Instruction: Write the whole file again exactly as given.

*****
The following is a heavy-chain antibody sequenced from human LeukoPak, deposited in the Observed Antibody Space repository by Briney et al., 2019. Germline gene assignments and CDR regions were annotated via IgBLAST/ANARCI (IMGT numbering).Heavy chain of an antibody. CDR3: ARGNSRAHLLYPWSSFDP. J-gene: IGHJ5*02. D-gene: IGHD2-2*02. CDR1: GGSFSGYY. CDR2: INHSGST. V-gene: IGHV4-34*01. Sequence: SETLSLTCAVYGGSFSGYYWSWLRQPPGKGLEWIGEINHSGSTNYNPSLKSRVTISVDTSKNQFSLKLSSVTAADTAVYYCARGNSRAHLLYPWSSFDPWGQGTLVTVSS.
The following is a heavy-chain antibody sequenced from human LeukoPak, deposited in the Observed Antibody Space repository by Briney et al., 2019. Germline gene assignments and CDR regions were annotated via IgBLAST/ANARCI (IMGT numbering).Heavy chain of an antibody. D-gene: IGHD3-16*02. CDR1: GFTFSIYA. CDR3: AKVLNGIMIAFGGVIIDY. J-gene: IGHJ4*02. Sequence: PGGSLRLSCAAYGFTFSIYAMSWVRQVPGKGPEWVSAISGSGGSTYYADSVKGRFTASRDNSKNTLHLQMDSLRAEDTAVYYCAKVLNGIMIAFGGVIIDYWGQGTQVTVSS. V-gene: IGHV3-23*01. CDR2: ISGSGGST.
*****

The following is a heavy-chain antibody sequenced from human LeukoPak, deposited in the Observed Antibody Space repository by Briney et al., 2019. Germline gene assignments and CDR regions were annotated via IgBLAST/ANARCI (IMGT numbering).Heavy chain of an antibody. CDR3: ARGNSRAHLLYPWSSFDP. J-gene: IGHJ5*02. D-gene: IGHD2-2*02. CDR1: GGSFSGYY. CDR2: INHSGST. V-gene: IGHV4-34*01. Sequence: SETLSLTCAVYGGSFSGYYWSWLRQPPGKGLEWIGEINHSGSTNYNPSLKSRVTISVDTSKNQFSLKLSSVTAADTAVYYCARGNSRAHLLYPWSSFDPWGQGTLVTVSS.
The following is a heavy-chain antibody sequenced from human LeukoPak, deposited in the Observed Antibody Space repository by Briney et al., 2019. Germline gene assignments and CDR regions were annotated via IgBLAST/ANARCI (IMGT numbering).Heavy chain of an antibody. D-gene: IGHD3-16*02. CDR1: GFTFSIYA. CDR3: AKVLNGIMIAFGGVIIDY. J-gene: IGHJ4*02. Sequence: PGGSLRLSCAAYGFTFSIYAMSWVRQVPGKGPEWVSAISGSGGSTYYADSVKGRFTASRDNSKNTLHLQMDSLRAEDTAVYYCAKVLNGIMIAFGGVIIDYWGQGTQVTVSS. V-gene: IGHV3-23*01. CDR2: ISGSGGST.